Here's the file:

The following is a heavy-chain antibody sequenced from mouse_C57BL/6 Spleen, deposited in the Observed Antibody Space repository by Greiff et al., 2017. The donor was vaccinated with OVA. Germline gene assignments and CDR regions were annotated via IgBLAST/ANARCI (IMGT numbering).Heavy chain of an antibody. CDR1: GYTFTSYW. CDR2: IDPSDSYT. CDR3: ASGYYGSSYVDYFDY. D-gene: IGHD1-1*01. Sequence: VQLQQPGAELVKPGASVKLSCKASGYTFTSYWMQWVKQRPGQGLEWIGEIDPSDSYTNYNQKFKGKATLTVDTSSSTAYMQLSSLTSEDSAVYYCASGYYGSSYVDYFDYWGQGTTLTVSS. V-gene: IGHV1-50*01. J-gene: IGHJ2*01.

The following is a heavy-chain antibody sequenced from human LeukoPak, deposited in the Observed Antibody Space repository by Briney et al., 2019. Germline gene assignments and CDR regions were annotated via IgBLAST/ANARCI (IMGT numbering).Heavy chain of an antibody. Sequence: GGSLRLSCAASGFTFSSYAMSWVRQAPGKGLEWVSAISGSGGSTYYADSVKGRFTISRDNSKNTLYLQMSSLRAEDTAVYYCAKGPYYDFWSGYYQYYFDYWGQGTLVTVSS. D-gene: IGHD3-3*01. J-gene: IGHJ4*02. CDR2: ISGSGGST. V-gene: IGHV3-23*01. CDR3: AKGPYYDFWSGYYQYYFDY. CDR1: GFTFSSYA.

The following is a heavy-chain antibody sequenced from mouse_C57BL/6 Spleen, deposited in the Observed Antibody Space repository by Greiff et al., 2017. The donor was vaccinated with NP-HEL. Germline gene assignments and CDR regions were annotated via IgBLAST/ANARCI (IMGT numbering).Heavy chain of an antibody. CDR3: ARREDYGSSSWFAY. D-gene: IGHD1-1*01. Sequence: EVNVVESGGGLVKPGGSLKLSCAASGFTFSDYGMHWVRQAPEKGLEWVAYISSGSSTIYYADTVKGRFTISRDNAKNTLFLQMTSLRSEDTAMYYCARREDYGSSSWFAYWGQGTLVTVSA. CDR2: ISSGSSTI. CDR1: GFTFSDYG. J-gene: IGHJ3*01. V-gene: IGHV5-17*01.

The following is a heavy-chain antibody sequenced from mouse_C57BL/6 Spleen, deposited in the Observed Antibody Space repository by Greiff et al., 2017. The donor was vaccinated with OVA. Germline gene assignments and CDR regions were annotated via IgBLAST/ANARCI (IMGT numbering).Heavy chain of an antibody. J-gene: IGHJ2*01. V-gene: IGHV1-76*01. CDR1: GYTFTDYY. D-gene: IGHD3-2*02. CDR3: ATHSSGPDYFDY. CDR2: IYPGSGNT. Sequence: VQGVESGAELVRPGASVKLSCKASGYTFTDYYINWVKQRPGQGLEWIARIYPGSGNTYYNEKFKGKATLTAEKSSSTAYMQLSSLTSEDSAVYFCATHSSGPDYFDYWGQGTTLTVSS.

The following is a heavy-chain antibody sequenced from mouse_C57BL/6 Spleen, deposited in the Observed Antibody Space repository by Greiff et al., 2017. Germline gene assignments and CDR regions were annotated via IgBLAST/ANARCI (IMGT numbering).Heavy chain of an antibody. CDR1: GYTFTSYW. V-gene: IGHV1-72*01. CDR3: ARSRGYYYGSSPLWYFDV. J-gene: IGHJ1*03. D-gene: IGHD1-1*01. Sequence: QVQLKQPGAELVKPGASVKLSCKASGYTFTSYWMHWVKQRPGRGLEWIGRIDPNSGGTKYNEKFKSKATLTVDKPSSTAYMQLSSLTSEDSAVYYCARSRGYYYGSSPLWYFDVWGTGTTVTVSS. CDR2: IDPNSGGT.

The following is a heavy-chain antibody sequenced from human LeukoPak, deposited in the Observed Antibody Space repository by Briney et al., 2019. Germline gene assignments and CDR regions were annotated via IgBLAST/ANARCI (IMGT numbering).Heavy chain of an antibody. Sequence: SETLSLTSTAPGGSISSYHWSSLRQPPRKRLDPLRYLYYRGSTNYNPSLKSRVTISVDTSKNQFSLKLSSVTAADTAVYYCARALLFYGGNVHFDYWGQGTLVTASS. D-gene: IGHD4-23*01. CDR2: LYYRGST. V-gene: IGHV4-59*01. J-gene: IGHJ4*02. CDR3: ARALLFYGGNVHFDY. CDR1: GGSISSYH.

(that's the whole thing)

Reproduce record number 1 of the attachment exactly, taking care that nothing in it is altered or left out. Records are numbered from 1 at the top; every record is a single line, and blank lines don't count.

The following is a heavy-chain antibody sequenced from mouse_C57BL/6 Spleen, deposited in the Observed Antibody Space repository by Greiff et al., 2017. The donor was vaccinated with OVA. Germline gene assignments and CDR regions were annotated via IgBLAST/ANARCI (IMGT numbering).Heavy chain of an antibody. CDR1: GYTFTSYW. CDR2: IDPSDSYT. CDR3: ASGYYGSSYVDYFDY. D-gene: IGHD1-1*01. Sequence: VQLQQPGAELVKPGASVKLSCKASGYTFTSYWMQWVKQRPGQGLEWIGEIDPSDSYTNYNQKFKGKATLTVDTSSSTAYMQLSSLTSEDSAVYYCASGYYGSSYVDYFDYWGQGTTLTVSS. V-gene: IGHV1-50*01. J-gene: IGHJ2*01.